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An old wheelchair found in the basement of the Sorrel-Weed House. Photo by April McGirr

There was an eerie feeling when walking into the “laundry room”. A heavy feeling came over me as I passed through the door and my depth perception began to waver. I don’t normally discuss my personal emotions and feelings from my investigations, but Graham told us later in the Carriage House that these types of feelings were normal while in the Carriage House. Odd that I felt them so much earlier in the tour.

There are claims of a “Shadow Man” in the basement as well. The staff at the Sorrel-Weed House have even given him his own breezeway since his tall shadow is often seen there. In the breezeway is one creepy old chair.

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Shadow Man’s chair. Photo by April McGirr

Other claims in the basement are that of clothes being tugged, jewelry and metals being pulled and purses being unbuckled. None of these things happened on our tour, at least no one confessed, but we found one interesting anomaly that we caught on camera. When we started looking at it again, another tourist said she captured three anomalies coming together in one of the other segments of the basement.

At first glance, it looks like the anomaly is on the camera lens, but it begins to move quicker than the motion of the camera towards the end.

A friend of ours, also showed me similar footage from his visit to the Sorrel-Weed house basement, proving the validity of this video.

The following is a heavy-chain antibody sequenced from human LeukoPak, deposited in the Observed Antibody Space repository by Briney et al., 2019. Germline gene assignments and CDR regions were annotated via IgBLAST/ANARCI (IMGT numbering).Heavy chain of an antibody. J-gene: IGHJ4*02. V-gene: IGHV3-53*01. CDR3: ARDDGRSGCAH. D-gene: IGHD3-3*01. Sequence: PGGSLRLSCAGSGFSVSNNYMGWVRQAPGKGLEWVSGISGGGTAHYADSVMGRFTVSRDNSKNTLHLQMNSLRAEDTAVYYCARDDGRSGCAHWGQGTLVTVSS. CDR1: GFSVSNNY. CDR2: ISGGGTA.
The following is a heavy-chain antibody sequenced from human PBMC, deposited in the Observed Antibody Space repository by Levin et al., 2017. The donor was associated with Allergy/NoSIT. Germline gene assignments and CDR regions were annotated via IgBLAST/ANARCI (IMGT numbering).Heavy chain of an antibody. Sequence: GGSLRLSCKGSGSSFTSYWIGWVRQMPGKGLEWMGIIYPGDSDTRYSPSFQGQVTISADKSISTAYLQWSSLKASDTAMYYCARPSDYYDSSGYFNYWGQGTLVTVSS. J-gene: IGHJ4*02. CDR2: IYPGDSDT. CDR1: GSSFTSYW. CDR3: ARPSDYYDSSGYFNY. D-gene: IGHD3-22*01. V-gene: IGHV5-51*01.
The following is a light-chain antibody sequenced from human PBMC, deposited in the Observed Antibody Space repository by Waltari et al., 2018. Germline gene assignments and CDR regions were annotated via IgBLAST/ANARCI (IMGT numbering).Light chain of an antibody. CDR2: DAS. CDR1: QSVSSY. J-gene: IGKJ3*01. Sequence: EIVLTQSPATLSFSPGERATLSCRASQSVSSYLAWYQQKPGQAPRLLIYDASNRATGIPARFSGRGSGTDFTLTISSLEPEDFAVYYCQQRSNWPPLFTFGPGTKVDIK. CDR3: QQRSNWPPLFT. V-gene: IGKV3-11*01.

I will also mention that Byron (my dappled dachshund) was also with us on this tour. He could not take his gaze off the fireplace area while Graham was speaking and telling us the history. The video above was taken after realizing that Byron was a bit uncomfortable with the fireplace.

The Carriage House

The history portion of this location is mentioned above and I’ll say again that Graham warned us that during most of his tours, at least one guest becomes nauseated, disoriented or hears footsteps while in the Carriage House. During our tour of Molly’s bedroom and the Carriage House, I did not feel any of these emotions and there were no footsteps being heard over the audio.

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Molly’s private bedroom in the Carriage House. Photo by April McGirr

However, the TAPS team of Ghost Hunters was able to capture a very distinctive yelling that lasted for several seconds. In the evidence of EVP’s (electronic voice phenomenon), it is rare that an audible piece of evidence is broken up into clear audio of screaming over a time span of a second or two. The TAPS team captured this audio without anyone in the Carriage or nearby to manipulate a different sound. Your guide will be proud to honor this audio evidence while on your tour.

As I said earlier, Savannah welcomes its haunted history. Graham later took us on a walking tour throughout the city and was able to tell us more of the haunted history. The Sorrel-Weed House welcomes paranormal groups to investigate and Graham even offered up a direct email in the event any guest captures photographic or audio evidence while on the tour.

While looking for more evidence on the Sorrel-Weed House, I discovered this video on YouTube: (pay close attention around the 2-minute mark)

Could this video be actual evidence of Matilda walking around? I’d love to hear your thoughts on this video. Feel free to leave comments below.

In future visits to Savannah, GA, I’m hoping to book a lockdown night in the Sorrel-Weed House and use my own equipment for a full investigation. There seems to be enough evidence here to last a lifetime and well, let’s face it, the Sorrel-Weed House staff will actually appreciate what paranormal investigators can bring to light.